I’ve been pitching and putting myself out there as a writer and sculptor more than usual, which means I’ve had more stories published this year than ever, but it also means I have been getting rejected enough to bring back the horrible, almost hysterical feeling of attending seventh grade social dances.
Here’s the math: For every pitch that generates a go ahead, I get 10 to 20 rejections. It takes me at least an hour or two to research a new publication, find out if they’ve done my story idea before, find the editor’s contact information, put together a targeted pitch in a voice that is both uniquely mine and hopefully, appealing to them. For every lovingly crafted pitch I send out in a hopeful little hot air balloon of an email, I actually hear back from about 20% of them. That’s a response rate of 1 out of 5 pitches. Sadly, 50 – 75% of those responses are a thanks but no thanks. Which kind of makes me feel hopeful but kind of makes me want to set myself on fire.
All of this rejection is enough to make a person feel bad about themselves! That’s why I started Whoosh! The Zine for Whale Lovers. So that I could have a place to put the stories about whales that I wanted to write. A place where I got to be the cover story, feature story, star interviewer and head photographer. Whoosh! The Zine for Whale Lovers is very healing for me, but today my application for a press pass got rejected by the American Cetacean Society for their annual conference because they have better, more influential, more real writers and photographers attending who will be covering the event as volunteers, so are not giving out press passes to media serfs like me. In the past five days, publications I have been rejected by or didn’t hear back from include: Outside Magazine, Outside Online, Western Living, Budget Travel, Sunset Magazine, and Family Fun.
All of this rejection is starting to make me cross.
Or maybe it’s just the fertility drugs talking.
Anyway. I decided to interview myself as a way to boost my spirits, since little makes me as cheerful as the opportunity to talk about myself. So, here is an interview with me by me about what it is like to be me:
Me: Hi Katherina. Thanks for agreeing to this interview today.
Me: No problem, Katherina. I’m actually busy procrastinating right now so the timing works out well.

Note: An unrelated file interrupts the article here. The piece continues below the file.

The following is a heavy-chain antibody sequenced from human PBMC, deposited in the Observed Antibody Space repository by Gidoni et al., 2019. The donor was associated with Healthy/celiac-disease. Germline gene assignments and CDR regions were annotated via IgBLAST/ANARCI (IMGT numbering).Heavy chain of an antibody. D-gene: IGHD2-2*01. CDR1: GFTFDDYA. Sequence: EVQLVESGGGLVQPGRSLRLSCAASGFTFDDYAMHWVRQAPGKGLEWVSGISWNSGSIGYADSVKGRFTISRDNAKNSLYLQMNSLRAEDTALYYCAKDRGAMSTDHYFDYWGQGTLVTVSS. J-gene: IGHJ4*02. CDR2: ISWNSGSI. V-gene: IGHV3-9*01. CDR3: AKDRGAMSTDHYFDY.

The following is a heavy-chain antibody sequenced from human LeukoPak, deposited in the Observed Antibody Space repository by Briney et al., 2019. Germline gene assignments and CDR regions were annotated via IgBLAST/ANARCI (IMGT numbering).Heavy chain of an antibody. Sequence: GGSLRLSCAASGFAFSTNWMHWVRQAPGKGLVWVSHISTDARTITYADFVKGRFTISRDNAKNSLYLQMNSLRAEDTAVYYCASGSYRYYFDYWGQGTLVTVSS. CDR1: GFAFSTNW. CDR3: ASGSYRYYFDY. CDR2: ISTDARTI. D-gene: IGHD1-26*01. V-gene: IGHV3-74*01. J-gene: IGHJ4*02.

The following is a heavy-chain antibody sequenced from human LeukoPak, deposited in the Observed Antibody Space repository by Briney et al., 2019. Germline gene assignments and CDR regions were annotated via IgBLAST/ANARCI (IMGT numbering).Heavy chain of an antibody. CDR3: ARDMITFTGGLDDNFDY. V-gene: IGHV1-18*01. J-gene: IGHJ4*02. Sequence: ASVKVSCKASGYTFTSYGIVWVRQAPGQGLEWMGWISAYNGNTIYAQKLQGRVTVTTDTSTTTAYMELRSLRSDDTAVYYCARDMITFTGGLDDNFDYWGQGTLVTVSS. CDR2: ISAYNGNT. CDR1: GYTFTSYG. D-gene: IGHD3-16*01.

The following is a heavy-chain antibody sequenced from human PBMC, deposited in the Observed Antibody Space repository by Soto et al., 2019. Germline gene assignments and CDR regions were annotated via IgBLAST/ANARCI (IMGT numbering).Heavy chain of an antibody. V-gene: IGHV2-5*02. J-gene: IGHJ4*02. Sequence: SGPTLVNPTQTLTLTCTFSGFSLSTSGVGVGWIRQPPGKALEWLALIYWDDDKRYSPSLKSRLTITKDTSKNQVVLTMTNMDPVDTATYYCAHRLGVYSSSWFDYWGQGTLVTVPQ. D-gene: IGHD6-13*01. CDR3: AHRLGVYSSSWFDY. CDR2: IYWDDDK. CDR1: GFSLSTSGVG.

Me: Oh? What are you procrastinating about today?
Me: Some story about birds in Eastern Oregon and a website that I’m having a hard time finalizing the content and design on. I’ve been avoiding meditating for two days now. Also, I have to go to the bathroom, but have been putting that off for a while, too.
Me: It sounds like you’ve got a lot of interesting stuff going on.
Me: Oh, you don’t know the half of it! I’m also working on two neat sculptures that are still in the secret stages, a story about walruses, a book about my year as a go go dancer in Greece and a zine about my body hair problems. And you ought to hear the pitches I’ve been sending out. So many great story ideas, all dressed up and nowhere to go!
Me: How did you get to be so fascinating?
Me: Oh stop. I blame my genes, actually. My mom told me I was supposed to be born with severe health and or mental problems. Instead, I just came out like me. Since I didn’t get born with severe developmental problems, every morning, I wake up relieved down to my bones every day that I am healthy and smart and not in pain and have an unavoidable compulsion to celebrate my good fortune by making and doing cool shit. Also, I am pretty sure that my angels or guides or saints or god or the universe or whatever you want to call it would be pretty disappointed when I am come to the end of it all again and we are having our post mortem review if I spent my whole life avoiding my bliss for the safe route.
Me: So what’s the walrus story about?
Me: It’s not ready yet. But here’s a picture I took of a walrus moments before it began abusing itself:
Me: How about those secret sculptures?
Me: Mum’s the word. Want to hear about my body hair problems?
Me: Not really.
Me: Oh. I guess you don’t want to hear about the fertility drugs either then, huh. My husband told me yesterday that they are making me an average of 15 – 20% more impatient and cranky than usual. And then I bit his head off and ate it! But later, upon further reflection, I realized, that’s a whole lot of cranky!
Me: Yeah. Thanks. No. How about you tell us about the go go dancing memoir? A lot of the meat in that story has already been published.
Me: Oh, that. Well, that’s going to be a book about the time I went to Crete, fresh out of college with a degree in Ancient Religion, and spent a year learning as much as I possibly could from this little village while working as an illegal immigrant in a variety of jobs. I had two jobs as a bar girl, where I had to dress up in tight sexy clothes and stand in the middle of the bar as bait so that men would come in and buy drinks. Most nights, it took 3 Amstels to get me onto the bar top and dancing.
Me: So you weren’t naked?
Me: Nope. I wore clothes the whole time.
Me: What was your favorite part about being a bar girl?
Me: Throwing empty champagne glasses onto the floor from the bar top. I’ve always loved breaking things and it was a real relief to live in a place where smashing your plate on the ground was a culturally acceptable alternative to an exclamation point at the end of a sentence.
Me: Yeah, I can see how you would like that.
Me: Okay. I’ve got to go now. The story is calling.
Me: Great. Thanks for your time. Maybe we can continue this interview another day.
Me: Maybe. Okay goodbye.